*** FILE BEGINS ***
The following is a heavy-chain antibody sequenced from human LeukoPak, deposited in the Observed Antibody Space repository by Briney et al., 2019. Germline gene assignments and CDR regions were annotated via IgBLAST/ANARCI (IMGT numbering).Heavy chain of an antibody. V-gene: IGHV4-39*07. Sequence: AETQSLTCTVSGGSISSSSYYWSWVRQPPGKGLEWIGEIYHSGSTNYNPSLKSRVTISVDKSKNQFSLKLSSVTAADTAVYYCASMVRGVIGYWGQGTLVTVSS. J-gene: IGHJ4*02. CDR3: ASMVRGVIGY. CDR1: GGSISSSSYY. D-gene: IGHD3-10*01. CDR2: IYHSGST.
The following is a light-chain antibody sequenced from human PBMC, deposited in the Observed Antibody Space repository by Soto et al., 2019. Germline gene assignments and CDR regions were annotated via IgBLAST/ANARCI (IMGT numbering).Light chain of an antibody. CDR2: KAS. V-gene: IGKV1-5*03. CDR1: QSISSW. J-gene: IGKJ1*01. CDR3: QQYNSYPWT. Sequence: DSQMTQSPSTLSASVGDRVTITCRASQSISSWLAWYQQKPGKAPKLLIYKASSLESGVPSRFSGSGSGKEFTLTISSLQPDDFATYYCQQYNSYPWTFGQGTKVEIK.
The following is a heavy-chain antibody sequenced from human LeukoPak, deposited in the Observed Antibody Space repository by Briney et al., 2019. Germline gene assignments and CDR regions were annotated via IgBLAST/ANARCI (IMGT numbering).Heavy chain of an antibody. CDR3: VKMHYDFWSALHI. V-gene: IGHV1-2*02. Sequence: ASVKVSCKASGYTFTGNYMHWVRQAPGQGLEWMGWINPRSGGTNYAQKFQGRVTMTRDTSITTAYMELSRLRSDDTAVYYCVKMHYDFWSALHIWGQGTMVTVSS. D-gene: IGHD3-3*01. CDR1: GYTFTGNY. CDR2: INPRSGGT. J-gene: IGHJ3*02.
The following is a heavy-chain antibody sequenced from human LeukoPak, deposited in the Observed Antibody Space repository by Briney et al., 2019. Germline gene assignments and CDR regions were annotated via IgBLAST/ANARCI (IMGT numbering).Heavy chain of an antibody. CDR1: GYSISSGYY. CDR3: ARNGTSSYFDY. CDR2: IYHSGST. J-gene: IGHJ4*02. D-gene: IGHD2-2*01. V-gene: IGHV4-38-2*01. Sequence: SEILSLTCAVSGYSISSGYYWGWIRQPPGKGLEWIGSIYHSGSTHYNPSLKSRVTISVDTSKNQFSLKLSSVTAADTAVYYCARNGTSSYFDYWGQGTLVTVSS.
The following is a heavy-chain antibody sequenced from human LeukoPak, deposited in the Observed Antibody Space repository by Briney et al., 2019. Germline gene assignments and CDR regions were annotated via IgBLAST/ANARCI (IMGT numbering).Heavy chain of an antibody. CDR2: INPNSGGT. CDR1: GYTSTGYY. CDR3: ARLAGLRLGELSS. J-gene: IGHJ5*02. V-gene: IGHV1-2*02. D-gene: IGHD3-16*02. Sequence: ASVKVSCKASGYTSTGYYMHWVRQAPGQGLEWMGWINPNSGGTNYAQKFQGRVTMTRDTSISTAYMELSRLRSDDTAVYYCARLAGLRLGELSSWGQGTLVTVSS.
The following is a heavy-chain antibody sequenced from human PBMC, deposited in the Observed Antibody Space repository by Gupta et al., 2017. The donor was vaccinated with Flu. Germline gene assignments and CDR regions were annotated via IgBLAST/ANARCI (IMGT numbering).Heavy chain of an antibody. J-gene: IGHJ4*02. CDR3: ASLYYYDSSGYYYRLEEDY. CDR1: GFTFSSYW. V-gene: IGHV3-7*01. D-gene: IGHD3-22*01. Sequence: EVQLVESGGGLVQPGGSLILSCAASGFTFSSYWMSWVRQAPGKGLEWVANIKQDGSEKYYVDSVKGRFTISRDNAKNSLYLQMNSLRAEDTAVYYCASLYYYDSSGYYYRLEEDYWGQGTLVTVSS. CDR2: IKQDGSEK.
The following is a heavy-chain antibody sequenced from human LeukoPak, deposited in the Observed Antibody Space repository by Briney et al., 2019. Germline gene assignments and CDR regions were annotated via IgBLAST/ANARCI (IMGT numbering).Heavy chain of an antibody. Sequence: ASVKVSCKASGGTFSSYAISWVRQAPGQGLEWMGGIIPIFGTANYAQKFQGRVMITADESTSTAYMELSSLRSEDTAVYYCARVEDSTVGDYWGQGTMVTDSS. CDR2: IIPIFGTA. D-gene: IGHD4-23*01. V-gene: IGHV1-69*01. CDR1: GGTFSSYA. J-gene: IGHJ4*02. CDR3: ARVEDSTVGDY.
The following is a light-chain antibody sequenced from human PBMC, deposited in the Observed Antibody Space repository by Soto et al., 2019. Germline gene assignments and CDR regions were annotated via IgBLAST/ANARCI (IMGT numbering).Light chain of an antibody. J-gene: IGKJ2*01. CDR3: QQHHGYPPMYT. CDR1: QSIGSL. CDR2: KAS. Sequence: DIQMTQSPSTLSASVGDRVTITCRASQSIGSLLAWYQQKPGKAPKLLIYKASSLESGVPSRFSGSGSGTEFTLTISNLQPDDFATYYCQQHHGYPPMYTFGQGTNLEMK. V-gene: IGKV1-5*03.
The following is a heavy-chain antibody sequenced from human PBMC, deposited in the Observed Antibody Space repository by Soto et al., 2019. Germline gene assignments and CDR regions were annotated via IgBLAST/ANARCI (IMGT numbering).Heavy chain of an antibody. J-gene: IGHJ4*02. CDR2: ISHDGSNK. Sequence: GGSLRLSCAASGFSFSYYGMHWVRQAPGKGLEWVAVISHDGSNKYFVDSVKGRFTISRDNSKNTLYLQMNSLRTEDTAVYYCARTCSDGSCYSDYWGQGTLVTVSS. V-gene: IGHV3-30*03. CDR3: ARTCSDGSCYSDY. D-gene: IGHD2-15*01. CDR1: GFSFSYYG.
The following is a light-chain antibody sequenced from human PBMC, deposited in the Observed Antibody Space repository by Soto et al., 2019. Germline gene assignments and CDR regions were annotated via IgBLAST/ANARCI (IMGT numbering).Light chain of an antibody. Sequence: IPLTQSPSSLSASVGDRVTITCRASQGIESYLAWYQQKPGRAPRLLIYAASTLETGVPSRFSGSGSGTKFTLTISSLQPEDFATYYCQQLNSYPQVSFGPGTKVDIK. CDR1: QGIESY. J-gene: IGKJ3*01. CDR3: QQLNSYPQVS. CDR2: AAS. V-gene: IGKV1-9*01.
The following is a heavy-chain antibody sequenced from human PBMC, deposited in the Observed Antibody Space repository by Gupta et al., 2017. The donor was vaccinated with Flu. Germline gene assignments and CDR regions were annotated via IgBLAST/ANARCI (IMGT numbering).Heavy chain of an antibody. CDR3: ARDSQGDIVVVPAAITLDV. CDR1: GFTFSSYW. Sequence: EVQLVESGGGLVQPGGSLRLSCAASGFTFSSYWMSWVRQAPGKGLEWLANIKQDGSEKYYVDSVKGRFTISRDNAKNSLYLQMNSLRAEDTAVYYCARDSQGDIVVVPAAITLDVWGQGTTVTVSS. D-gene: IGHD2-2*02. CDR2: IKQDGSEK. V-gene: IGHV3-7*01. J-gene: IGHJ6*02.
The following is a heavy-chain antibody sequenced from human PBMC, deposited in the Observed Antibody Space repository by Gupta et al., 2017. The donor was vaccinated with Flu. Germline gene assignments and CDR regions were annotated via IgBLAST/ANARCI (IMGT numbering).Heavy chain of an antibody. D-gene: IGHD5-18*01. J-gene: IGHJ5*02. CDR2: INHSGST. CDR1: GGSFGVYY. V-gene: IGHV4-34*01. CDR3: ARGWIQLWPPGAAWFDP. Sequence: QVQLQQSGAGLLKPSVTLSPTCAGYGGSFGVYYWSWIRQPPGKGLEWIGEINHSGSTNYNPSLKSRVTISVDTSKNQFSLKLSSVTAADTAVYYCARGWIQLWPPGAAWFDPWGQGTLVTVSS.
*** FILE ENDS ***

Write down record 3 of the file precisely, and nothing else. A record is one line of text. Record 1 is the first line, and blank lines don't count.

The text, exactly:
The following is a heavy-chain antibody sequenced from human LeukoPak, deposited in the Observed Antibody Space repository by Briney et al., 2019. Germline gene assignments and CDR regions were annotated via IgBLAST/ANARCI (IMGT numbering).Heavy chain of an antibody. CDR3: VKMHYDFWSALHI. V-gene: IGHV1-2*02. Sequence: ASVKVSCKASGYTFTGNYMHWVRQAPGQGLEWMGWINPRSGGTNYAQKFQGRVTMTRDTSITTAYMELSRLRSDDTAVYYCVKMHYDFWSALHIWGQGTMVTVSS. D-gene: IGHD3-3*01. CDR1: GYTFTGNY. CDR2: INPRSGGT. J-gene: IGHJ3*02.